That describes my attempt at dry January to a ‘tee’. But as much as I attempted to stick to just drinking ‘tea’, this was very much not the outcome. Why? Because I didn’t do it for the right reasons, and I hadn’t accepted the ugly truth of the situation.
I’ve been struggling a little with where to begin telling the history of my relationship with alcohol, because, like for many of us, it spans back to those hormone fuelled days in the park armed with a couple 3 litre bottles of Blackthorn. These babies were very handily priced at a bargain fee of £2.50 meaning that we could buy one each for the Friday, and another couple for the Saturday. Weekend sorted.
I was a shy child, often being the new girl, and I most definitely stood out with my blonde Swedish locks and ‘hurdy gurdy’ Scandi accent. This is every child’s nightmare of course, because whereas at this age it’s attractive to be a bit different, as a kid actually all you want to do is fit in. So with this in mind I think alcohol was a quick fix to overruling my resident introvert, allowing me to brave those awkward social situations.
Like I touched on, in my ‘my story‘ post, my life hasn’t exactly been run-of-the-mill, off the shelf type of stuff. So as well as relying on alcohol for ‘dutch courage’, it also became my crutch for dealing with (or running away from) stressful situations or times of turmoil. And I wish I could say that it was only in more recent times where I can reflect back and see signs of destructive behaviours due to alcohol, but this is very much not the case. In fact if we were to focus on purely romantic relationships I can trace these issues back to even my very first boyfriend, but more so into my twenties. This is where I realised that not only is alcohol great for helping me come out of my shell in social situations, but also the fix I needed to overcome some of my body hangups – of which there were a few. All it took was a couple glasses of wine, and poof! Out comes a confident lingerie clad, gyrating alter-ego of myself. Liquid sorcery!
Anyway fast forward to where we are now and things started escalating quickly in the last few years. I went from being rather smug about the fact I could go on an all day (and all night) neat whiskey sesh with ‘the lads’ (one of which I considered myself), to being absolutely bladdered after a few large glasses of wine. Blackouts were a twice weekly occurrence and I would constantly be chasing the night.. well into the morning. Often with people I didn’t know and would never associate with sober.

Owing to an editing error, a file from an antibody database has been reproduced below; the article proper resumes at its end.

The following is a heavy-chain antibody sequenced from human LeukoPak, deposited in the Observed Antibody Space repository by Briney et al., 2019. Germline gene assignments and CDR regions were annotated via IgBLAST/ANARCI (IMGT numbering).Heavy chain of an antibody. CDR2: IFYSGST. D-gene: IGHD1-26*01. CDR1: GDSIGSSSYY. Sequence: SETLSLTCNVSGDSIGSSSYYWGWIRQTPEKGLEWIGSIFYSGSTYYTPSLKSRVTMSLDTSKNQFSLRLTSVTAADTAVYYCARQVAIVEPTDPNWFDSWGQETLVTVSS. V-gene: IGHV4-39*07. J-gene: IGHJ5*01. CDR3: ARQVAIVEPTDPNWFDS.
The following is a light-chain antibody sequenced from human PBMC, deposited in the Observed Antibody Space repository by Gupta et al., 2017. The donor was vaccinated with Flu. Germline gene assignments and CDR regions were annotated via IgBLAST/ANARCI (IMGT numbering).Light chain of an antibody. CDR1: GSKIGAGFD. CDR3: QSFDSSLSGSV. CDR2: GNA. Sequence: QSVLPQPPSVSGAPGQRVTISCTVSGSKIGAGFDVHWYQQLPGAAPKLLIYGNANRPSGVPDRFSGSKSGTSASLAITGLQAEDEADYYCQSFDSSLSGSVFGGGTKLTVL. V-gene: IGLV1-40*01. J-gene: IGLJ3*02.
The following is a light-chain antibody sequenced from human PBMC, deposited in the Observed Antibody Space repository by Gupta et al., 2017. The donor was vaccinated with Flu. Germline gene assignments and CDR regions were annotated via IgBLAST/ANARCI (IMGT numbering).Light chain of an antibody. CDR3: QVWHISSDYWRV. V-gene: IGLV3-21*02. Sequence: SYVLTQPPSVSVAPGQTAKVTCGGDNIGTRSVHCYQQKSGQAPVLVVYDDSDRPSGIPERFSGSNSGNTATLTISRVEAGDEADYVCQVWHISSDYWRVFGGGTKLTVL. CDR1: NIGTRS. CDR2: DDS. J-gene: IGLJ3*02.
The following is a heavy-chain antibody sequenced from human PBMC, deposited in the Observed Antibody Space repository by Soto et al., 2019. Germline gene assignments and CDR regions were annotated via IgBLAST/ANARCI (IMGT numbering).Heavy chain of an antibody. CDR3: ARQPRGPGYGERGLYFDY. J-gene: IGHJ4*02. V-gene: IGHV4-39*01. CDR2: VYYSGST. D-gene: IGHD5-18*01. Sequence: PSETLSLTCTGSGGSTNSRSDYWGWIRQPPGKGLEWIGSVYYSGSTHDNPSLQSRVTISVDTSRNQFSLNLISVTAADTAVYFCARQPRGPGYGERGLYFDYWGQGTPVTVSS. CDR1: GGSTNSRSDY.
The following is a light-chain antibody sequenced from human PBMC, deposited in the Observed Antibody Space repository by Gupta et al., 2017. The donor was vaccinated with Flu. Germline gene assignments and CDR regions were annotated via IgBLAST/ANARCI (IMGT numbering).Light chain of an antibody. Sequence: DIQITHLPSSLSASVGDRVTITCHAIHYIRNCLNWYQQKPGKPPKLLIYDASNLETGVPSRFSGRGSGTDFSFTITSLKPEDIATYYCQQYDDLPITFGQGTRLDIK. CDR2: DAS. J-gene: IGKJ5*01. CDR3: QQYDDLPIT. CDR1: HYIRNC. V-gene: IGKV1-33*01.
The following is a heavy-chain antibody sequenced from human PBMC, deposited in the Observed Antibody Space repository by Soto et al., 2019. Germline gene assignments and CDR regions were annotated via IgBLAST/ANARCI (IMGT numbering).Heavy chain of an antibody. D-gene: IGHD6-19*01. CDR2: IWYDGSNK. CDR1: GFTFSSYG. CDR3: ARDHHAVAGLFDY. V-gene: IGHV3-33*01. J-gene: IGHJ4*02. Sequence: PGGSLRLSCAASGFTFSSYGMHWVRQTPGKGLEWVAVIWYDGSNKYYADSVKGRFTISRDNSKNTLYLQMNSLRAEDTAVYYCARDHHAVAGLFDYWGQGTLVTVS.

But it gets worse. I became a cryer. And if I wasn’t crying I was most likely being argumentative, obnoxious or somehow inappropriate. All great qualities right? I mean why wouldn’t I have wanted to spend my twenties in a blur of mass destruction. The truth is I have been using alcohol to suppress my emotions, but when you get that rat-arsed the sneaky little bastards come up to the surface in the most violent of ways. And the result is.. well, dramatic, ugly.
I did start waking up to the fact that something wasn’t right though. And I naively put the blame on absolutely everything aside from my precious alcohol. When I was unable to lose weight I couldn’t work out why, as I have generally always eaten well. And when i realised that I’d just about lost all creativity it must have meant that I lacked in talent. Those days I would wake up feeling utterly hopeless, anxious or depressed it couldn’t be related to my drinking because I wasn’t even hungover on that particular day. But what I’ve come to realise is that it sits deeper than that. It’s ingrained in our lifestyles. When we’re celebrating – we drink, and when were commiserating – we drink!
And because we grow up with this influence from such a young age we never learn how to navigate through the blustery seas of daily life without it. So it’s no surprise then, that so many of us end up in this predicament.
Another lesson I’ve learned is that I am not a bad person. And I am not the problem. Alcohol is the problem, and I need to learn to forgive myself. Alcohol is a drug, and can be hard to control. And it most certainly does not bring out the truth, or your best side… not even your mediocre kind-of-okay side..
So here I am in February of 2020. I am 8 days, 8 hours and 8 minutes sober. It’s a new decade, and I myself have also reached a new personal mile stone being my 30’s. And I’m excited. I’m finally ready to find out who the heck I am, and what I am capable of.
Ive included some links to books, podcasts, communities and groups which I have found really useful in my journey so far. Please feel free to share your own in the comments because I am always looking for good recommendations!